I don’t know about you, but I carry around 14 pieces of information on my wallet everyday, between ids and cards of some sort. Despite the apparent digital convergence, the physical world still clings onto these plastic cards.
Wallet for iPhone can help you reduce the bulk in your pocket and also centralize and synchronize some of that information in addition to anything digital you have spread over your email account, browser and file system.
If you’re using this kind of software, chances are you intend to store your login credentials for several sites as well as credit card information, and the best way to start is by setting up a strong password to protect all that valuable info. Wallet gets you up and running by helping you out with a step by step wizard:
Make sure you remember that password, as there is no way to recover your database if you lose it or forget it.
Wallet comes with three suggested groups to get you started: Serial Numbers, Credit Cards and Web Passwords. Storing a new entry is as simple as filling in the requested fields. You can also add new fields on-the-fly, one of the most powerful albeit simple features.
Web Passwords also allow you to automatically browse to the particular url and fill in your login credentials for you:
In Wallet, groups are templates that define which fields will hold whatever information you want to store. In addition to the title and set of sections and fields, you can customize the icon for each group, choosing from a nice bundled selection:
You can of course reorder, edit or delete any of the built-in or custom groups, although Web Passwords’ auto-fill functionality apparently can’t be replicated on new groups, so think twice before ditching it.
This is one of the nicest, simplest and most useful features of Wallet that sets it apart from the competition. In Wallet, there are to ways of keeping your information up-to-date on different computers and devices: connecting locally through the same Wi-Fi network or using MobileMe or any other WebDAV server to backup, sync and restore your database.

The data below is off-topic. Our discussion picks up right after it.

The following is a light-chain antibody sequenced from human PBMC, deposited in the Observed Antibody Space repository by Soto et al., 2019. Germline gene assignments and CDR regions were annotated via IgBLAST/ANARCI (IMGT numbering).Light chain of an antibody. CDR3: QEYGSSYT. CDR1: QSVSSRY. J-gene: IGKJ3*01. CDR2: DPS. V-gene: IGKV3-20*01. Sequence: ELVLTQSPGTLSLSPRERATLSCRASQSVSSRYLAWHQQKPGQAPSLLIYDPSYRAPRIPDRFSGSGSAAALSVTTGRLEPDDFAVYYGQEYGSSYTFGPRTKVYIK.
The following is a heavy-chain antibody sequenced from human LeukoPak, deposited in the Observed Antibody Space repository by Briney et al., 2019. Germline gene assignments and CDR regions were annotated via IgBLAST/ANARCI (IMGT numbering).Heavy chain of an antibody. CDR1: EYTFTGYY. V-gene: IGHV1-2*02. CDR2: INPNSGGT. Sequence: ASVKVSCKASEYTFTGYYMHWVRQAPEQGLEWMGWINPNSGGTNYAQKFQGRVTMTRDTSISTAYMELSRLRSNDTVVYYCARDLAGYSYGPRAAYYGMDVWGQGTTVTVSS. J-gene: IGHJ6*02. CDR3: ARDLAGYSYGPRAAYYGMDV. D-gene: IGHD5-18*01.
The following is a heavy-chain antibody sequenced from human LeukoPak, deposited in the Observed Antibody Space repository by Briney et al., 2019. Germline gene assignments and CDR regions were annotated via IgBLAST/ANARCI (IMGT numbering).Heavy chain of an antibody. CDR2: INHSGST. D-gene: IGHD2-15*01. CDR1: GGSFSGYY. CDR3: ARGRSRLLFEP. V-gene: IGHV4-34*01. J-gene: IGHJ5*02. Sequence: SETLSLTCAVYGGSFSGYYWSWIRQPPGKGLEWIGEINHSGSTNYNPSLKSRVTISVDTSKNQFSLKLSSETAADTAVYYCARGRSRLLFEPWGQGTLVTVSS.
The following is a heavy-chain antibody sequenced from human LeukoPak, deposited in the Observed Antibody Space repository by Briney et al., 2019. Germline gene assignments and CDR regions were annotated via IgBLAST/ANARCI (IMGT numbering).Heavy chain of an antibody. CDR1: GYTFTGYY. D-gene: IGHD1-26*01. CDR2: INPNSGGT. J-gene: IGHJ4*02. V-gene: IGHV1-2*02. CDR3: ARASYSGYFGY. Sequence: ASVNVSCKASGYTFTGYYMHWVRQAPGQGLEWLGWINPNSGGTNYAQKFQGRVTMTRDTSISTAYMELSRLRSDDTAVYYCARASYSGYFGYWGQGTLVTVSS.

Don’t add the domain (@mac.com or @me.com) to your MobileMe username when entering your details.
Once you’ve set it up, you can use this same information, together with you Wallet password, to retrieve your database on another device or in case you had to reinstall the application.
Competition and Limitations
Wallet’s power lies in its simple, straight-forward approach, as well as in its capability to sync over MobileMe. There is one clear competitor in my mind, and that is 1Password, which some people may be a little overkill or beyond their budget.
There are, however, nice touches in 1Password that Wallet could borrow into its clean interface: different types of text fields is the most notable: there are only “text” and “hidden” (password) fields, so dealing with dates, for example, doesn’t have the polish you might expect.
At the same time, it’s so flexible -like its ability to add custom fields anytime, anywhere- and so easy to sync and backup -specially if you have a MobileMe account- that it’s hard to resist Wallet’s workflow.
Wallet is a great solution for storing sensitive information on your iPhone, automatically filling in web forms, and keeping all your data in sync. It's worth also taking a look at 1Password before purchasing, but we'd certainly recommend it as a solid option.8